"My son Matthew had the stem cells on 30 March 2005. He is a C6/C7 incomplete. His injury was at that stage 6 months old. He had the Mannitol drip beforehand - it took about 30 minutes to administer an we didn't notice anything at all. 50% of the stem cells were then injected into the drip line and the balance were injected under his skin just above the lesion. This injection was no more uncomfortable than you would expect a prick in the neck to be.
    I would strongly recommend the stem cell injections to anybody with SCI. I regard them as the biggest "cheat" in a successful recovery. Subsequent to the therapy Matt has had phenomenal improvements including his left hand now moving and improving; his sensation returning up to bum level; his muscles in his stomach, hips, bum and upper legs are now working (still weak, but working). With the aid of special ankle boots that allow him to lock his knees, he is able to walk in his parallel bars, with the aid of a physiotherapist (she moves his lower leg, he moves his hips and unlocks his knees). Today he made another big step forward - he pulled himself from seated to legs fully extended, over a big gym ball, by himself - using his leg muscles to get up.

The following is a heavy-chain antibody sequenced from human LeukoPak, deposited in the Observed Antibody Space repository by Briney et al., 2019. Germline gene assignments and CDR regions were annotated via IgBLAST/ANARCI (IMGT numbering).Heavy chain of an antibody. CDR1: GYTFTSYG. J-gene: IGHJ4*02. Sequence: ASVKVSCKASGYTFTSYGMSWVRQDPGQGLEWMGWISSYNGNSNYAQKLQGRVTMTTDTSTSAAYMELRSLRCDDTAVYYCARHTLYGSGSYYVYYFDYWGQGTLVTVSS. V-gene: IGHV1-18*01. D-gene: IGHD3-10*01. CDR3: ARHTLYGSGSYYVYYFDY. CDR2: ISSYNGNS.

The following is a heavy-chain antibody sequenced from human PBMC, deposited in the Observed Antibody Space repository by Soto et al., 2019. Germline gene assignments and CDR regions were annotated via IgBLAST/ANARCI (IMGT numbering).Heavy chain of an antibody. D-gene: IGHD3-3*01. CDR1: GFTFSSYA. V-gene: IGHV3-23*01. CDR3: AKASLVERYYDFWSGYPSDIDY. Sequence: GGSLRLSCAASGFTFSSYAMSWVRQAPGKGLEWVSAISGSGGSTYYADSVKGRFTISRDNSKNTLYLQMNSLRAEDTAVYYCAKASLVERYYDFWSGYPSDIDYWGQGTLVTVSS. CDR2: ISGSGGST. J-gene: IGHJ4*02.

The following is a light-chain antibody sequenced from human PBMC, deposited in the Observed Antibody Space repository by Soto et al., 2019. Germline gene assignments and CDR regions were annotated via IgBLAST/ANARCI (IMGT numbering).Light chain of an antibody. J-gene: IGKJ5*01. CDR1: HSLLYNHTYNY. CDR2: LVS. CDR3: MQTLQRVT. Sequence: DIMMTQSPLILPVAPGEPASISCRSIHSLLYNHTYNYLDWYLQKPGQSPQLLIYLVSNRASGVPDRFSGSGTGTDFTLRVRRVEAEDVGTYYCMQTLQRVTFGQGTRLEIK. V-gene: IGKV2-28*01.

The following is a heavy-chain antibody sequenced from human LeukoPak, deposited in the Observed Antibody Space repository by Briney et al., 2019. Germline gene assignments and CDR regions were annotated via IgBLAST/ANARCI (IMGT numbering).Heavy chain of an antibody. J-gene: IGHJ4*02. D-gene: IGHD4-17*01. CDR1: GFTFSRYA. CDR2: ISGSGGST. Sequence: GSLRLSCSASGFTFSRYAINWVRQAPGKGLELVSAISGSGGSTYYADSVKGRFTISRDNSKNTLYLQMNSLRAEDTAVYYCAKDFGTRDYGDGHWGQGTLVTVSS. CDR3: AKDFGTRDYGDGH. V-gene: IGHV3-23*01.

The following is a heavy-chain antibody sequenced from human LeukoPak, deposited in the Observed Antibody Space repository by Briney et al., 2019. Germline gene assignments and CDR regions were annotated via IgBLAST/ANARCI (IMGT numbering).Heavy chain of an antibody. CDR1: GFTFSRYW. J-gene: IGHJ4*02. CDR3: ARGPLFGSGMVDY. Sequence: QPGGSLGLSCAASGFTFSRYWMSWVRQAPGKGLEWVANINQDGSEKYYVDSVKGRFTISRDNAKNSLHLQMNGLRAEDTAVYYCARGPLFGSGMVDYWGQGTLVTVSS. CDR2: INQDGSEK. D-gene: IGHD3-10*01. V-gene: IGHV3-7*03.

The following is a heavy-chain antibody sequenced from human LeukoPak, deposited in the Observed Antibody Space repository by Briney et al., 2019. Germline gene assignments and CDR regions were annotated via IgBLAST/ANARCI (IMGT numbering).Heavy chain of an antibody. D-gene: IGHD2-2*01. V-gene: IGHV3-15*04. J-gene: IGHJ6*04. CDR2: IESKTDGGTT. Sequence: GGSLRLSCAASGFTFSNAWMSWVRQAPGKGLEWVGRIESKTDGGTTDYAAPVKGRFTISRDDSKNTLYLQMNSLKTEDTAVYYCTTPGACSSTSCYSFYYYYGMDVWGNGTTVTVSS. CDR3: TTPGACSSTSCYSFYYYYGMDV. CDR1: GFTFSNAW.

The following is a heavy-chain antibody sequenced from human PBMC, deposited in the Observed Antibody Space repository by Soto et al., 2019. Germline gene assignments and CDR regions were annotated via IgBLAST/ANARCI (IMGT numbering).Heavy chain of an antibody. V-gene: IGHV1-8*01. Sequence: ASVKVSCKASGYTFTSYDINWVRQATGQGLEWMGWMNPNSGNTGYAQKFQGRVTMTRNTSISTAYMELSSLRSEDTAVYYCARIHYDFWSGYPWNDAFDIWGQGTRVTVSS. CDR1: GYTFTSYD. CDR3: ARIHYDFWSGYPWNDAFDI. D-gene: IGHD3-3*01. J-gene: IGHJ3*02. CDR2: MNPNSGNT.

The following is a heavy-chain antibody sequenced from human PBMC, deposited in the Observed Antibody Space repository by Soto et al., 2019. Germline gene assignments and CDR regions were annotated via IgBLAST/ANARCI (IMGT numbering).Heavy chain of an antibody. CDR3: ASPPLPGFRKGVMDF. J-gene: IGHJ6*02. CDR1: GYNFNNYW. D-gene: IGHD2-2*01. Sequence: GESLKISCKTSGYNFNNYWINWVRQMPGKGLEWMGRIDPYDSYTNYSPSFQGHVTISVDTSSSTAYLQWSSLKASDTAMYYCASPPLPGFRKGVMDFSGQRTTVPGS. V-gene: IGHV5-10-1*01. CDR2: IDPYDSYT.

We have noted improvements and returns from 3 days afterwards until today. The recovery seemed to be such that we could note it every week and now we can see things improving daily in his walking, standing and leg ability.

    His overall body strenght is markedly improved, making all exercises and general living that much easier. His eyes improved (couldn't focus properly in 3D after the accident) and his teenaged skin has cleared up. His mood is consistently that much more positive - this may be due to the fact that he can now see the result of his work and is encouraged by it.